On Friday, November 26, the Airlines Association of Southern Africa (AASA) issued a statement asking the United Kingdom government to reconsider its decision to halt all flights from Southern Africa. The Association said that while it recognizes every nation’s right to impose whatever measures it sees fit to help combat the spread of the coronavirus, the UK’s decision appears to have been hasty.
The move by the United Kingdom to place South Africa, Namibia, Zimbabwe, Botswana, Lesotho, and Eswatini (Swaziland) on its Red List comes after the discovering of a new COVID-19 mutation. Named “Omicron” by the World Health Organization (WHO), the new mutant strain of COVID-19 is a variant of concern as early evidence suggests it causes an increased reinfection risk.
The new Omicron strain is a significant concern
The new strain was first discovered in South Africa on November 24, and there are reports of people infected with the variant turning up in Botswana, Belgium, Hong Kong, and Israel. As a protective measure, the United Kingdom has barred anyone who has recently traveled to Southern Africa from entering the country unless they are UK or Irish nationals or UK residents.
— Airlines Association of Southern Africa (@AirlinesAssocof) November 26, 2021
When speaking about the United Kingdoms decision in its statement, AASA CEO, Aaron Munetsi, said,
“With its announcement, the UK is delivering a body-blow to our region’s travel and tourism sector. It puts businesses, as well as tens of thousands of jobs and many more livelihoods, at risk. The business and leisure air travel industry in Southern Africa has only just begun to see green shoots emerge as governments have increasingly begun to relax and look to align and simplify their travel requirements and procedures. However, the UK’s unilateral step is a major setback that sets a worrying precedent.”
The EU, Canada, and the US have also restricted travel
After the United Kingdom placed Southern African countries on its Red List, the European Union and Canada quickly followed suit, closing their borders to people from certain African countries. Likewise, the United States announced that only US citizens and residents would be allowed to travel from the region from Monday. In a statement about the decision, American President Joe Biden called the move a “precautionary measure” taken until more is known about the variant.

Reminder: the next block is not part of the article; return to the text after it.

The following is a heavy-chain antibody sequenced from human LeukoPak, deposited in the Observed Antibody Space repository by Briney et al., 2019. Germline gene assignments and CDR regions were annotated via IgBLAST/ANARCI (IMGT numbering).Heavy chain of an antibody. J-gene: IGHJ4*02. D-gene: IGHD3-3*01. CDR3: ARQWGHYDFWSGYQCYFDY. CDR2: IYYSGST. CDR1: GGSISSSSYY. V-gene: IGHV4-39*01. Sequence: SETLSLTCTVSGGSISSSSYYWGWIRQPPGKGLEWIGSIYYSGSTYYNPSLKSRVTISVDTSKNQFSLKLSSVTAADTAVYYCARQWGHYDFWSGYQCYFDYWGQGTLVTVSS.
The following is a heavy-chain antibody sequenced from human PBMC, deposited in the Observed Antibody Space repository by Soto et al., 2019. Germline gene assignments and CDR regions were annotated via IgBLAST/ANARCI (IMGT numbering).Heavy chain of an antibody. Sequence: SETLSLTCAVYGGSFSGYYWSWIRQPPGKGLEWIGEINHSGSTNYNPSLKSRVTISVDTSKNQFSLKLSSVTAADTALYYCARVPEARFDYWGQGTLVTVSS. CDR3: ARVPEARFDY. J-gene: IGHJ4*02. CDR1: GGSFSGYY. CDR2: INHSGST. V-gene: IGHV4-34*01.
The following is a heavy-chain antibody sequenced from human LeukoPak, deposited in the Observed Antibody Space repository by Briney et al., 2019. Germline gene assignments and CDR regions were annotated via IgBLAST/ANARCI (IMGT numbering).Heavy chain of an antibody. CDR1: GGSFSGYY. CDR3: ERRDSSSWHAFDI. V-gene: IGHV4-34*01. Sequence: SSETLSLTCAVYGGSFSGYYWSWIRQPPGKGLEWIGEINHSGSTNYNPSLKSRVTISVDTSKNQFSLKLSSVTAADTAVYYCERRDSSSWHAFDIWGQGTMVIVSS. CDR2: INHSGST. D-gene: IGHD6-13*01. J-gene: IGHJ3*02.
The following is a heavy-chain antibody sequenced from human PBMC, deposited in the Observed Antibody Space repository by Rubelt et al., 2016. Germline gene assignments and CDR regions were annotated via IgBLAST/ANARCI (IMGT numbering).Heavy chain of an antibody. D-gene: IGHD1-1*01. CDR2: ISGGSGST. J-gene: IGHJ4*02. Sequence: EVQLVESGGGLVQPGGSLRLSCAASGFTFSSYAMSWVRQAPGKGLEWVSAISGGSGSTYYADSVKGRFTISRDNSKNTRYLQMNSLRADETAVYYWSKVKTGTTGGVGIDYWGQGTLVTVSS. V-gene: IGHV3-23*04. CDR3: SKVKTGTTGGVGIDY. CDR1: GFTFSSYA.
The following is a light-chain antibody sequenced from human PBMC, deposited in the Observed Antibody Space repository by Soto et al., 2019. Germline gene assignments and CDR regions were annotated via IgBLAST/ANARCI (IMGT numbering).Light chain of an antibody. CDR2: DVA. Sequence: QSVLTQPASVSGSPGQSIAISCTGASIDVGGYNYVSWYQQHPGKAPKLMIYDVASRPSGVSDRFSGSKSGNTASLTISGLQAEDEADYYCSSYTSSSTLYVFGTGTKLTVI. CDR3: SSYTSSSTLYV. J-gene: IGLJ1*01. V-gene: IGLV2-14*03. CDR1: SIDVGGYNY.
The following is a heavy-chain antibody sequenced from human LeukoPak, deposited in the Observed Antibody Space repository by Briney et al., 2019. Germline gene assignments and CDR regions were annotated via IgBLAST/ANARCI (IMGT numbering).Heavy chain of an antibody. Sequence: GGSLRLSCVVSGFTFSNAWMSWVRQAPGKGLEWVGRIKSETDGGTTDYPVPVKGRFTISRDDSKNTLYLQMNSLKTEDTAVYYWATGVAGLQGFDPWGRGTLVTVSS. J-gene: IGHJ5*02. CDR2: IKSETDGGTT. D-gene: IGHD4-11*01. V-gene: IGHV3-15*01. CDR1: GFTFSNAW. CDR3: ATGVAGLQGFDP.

Scientists busy studying the new variant say there is still much to learn about it and how transmissible it is. However, preliminary evidence suggests that the Omicron variant carries a higher risk of reinfection than other strains of the virus. According to reports in the news, Omicron is the most heavily mutated version of the virus to date which means vaccines created to combat the original coronavirus may not be as effective.
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South Africa is being hit hard
Before the COVID-19 pandemic brought the travel industry to its knees, the commercial airline industry in South Africa supported close to 472,000 jobs across the economy. It contributed $9.4 billion to the economy, equating to 3.2% of South Africa’s Gross Domestic Product (GDP).
As a result of travel restrictions brought about by COVID-19, Southern Africa’s connectivity with the rest of the world fell by 80%. Before the United Kingdom announcement, air travel had recovered to 40% of its pre-COVID-19 traffic.
What do you think about the new travel ban? Are countries being too hasty, or is it the right thing to do? Please tell us what you think in the comments.